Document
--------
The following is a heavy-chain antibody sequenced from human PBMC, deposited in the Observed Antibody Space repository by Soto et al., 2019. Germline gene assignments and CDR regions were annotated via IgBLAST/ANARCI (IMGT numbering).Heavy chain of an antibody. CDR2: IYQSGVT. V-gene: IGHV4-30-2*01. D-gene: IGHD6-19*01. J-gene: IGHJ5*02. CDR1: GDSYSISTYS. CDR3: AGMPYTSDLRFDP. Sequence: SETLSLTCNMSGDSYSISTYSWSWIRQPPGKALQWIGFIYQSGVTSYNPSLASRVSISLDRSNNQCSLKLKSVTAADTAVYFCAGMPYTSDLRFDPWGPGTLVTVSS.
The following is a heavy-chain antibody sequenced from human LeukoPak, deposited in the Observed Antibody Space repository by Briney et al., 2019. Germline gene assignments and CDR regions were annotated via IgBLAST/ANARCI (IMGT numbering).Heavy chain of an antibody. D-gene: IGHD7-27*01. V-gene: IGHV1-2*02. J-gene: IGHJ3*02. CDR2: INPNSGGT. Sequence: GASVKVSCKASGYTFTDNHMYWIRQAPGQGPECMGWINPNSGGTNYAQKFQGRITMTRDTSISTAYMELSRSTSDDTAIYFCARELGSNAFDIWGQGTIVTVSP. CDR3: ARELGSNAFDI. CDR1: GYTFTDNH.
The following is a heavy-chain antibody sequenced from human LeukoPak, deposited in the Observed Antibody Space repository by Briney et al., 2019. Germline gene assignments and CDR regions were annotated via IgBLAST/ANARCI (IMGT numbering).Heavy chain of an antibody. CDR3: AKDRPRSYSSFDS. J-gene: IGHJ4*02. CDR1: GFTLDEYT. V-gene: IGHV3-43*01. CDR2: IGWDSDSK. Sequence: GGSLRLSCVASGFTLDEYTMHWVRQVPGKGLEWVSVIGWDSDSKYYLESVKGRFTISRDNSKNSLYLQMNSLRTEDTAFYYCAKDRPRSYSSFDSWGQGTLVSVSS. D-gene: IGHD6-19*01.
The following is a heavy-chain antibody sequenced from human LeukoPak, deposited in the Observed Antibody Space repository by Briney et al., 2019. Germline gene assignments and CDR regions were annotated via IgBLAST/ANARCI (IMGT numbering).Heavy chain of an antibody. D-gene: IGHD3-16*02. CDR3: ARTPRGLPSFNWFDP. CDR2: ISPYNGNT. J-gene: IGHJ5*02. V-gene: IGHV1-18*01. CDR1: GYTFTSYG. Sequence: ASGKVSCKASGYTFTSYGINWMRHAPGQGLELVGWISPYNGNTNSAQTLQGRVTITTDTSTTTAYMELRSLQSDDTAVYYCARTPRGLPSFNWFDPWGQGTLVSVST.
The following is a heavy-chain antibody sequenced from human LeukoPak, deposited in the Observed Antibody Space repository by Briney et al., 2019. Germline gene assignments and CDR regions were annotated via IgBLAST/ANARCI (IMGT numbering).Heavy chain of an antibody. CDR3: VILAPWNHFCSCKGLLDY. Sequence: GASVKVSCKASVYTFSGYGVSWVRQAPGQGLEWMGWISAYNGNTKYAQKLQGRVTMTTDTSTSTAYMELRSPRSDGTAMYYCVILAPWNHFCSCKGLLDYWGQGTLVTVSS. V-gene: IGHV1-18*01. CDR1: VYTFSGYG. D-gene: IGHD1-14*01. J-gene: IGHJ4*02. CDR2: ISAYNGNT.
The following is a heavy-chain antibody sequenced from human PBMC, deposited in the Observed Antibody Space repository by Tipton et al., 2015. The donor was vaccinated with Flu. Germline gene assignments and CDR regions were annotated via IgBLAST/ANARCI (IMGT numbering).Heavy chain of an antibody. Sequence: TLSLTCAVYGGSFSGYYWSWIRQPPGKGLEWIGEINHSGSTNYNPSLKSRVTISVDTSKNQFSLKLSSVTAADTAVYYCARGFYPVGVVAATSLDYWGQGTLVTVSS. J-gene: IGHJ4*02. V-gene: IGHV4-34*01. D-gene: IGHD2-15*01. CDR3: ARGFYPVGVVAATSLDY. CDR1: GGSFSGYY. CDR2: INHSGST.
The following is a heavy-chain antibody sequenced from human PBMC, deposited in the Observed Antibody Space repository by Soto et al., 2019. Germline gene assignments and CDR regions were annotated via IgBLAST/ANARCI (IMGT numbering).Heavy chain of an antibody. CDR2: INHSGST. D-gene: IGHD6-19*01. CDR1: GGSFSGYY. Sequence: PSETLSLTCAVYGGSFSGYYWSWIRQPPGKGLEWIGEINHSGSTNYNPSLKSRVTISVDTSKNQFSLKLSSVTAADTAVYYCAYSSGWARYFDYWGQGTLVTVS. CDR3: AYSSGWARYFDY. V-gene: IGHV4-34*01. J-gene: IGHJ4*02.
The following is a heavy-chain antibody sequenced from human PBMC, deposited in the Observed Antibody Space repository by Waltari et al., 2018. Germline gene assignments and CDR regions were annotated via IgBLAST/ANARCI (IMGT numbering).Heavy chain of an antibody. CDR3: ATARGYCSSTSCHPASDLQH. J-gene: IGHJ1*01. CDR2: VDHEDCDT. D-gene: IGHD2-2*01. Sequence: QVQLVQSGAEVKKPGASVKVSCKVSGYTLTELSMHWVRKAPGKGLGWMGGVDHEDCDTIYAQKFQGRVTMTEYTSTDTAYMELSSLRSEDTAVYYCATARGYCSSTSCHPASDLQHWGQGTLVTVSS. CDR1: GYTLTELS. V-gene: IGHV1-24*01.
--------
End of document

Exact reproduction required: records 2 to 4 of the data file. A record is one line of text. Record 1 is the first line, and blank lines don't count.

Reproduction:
The following is a heavy-chain antibody sequenced from human LeukoPak, deposited in the Observed Antibody Space repository by Briney et al., 2019. Germline gene assignments and CDR regions were annotated via IgBLAST/ANARCI (IMGT numbering).Heavy chain of an antibody. D-gene: IGHD7-27*01. V-gene: IGHV1-2*02. J-gene: IGHJ3*02. CDR2: INPNSGGT. Sequence: GASVKVSCKASGYTFTDNHMYWIRQAPGQGPECMGWINPNSGGTNYAQKFQGRITMTRDTSISTAYMELSRSTSDDTAIYFCARELGSNAFDIWGQGTIVTVSP. CDR3: ARELGSNAFDI. CDR1: GYTFTDNH.
The following is a heavy-chain antibody sequenced from human LeukoPak, deposited in the Observed Antibody Space repository by Briney et al., 2019. Germline gene assignments and CDR regions were annotated via IgBLAST/ANARCI (IMGT numbering).Heavy chain of an antibody. CDR3: AKDRPRSYSSFDS. J-gene: IGHJ4*02. CDR1: GFTLDEYT. V-gene: IGHV3-43*01. CDR2: IGWDSDSK. Sequence: GGSLRLSCVASGFTLDEYTMHWVRQVPGKGLEWVSVIGWDSDSKYYLESVKGRFTISRDNSKNSLYLQMNSLRTEDTAFYYCAKDRPRSYSSFDSWGQGTLVSVSS. D-gene: IGHD6-19*01.
The following is a heavy-chain antibody sequenced from human LeukoPak, deposited in the Observed Antibody Space repository by Briney et al., 2019. Germline gene assignments and CDR regions were annotated via IgBLAST/ANARCI (IMGT numbering).Heavy chain of an antibody. D-gene: IGHD3-16*02. CDR3: ARTPRGLPSFNWFDP. CDR2: ISPYNGNT. J-gene: IGHJ5*02. V-gene: IGHV1-18*01. CDR1: GYTFTSYG. Sequence: ASGKVSCKASGYTFTSYGINWMRHAPGQGLELVGWISPYNGNTNSAQTLQGRVTITTDTSTTTAYMELRSLQSDDTAVYYCARTPRGLPSFNWFDPWGQGTLVSVST.